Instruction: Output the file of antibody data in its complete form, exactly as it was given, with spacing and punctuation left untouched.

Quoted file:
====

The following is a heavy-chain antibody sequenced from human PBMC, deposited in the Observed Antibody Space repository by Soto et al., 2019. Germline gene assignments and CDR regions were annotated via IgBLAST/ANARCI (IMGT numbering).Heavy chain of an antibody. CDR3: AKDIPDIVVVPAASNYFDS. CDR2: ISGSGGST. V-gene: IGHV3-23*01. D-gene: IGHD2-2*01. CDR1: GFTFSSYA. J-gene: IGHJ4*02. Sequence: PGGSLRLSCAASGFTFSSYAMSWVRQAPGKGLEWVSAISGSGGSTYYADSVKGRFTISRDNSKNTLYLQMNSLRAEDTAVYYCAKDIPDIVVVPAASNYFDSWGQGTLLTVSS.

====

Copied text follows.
The following is a heavy-chain antibody sequenced from human PBMC, deposited in the Observed Antibody Space repository by Soto et al., 2019. Germline gene assignments and CDR regions were annotated via IgBLAST/ANARCI (IMGT numbering).Heavy chain of an antibody. CDR3: AKDIPDIVVVPAASNYFDS. CDR2: ISGSGGST. V-gene: IGHV3-23*01. D-gene: IGHD2-2*01. CDR1: GFTFSSYA. J-gene: IGHJ4*02. Sequence: PGGSLRLSCAASGFTFSSYAMSWVRQAPGKGLEWVSAISGSGGSTYYADSVKGRFTISRDNSKNTLYLQMNSLRAEDTAVYYCAKDIPDIVVVPAASNYFDSWGQGTLLTVSS.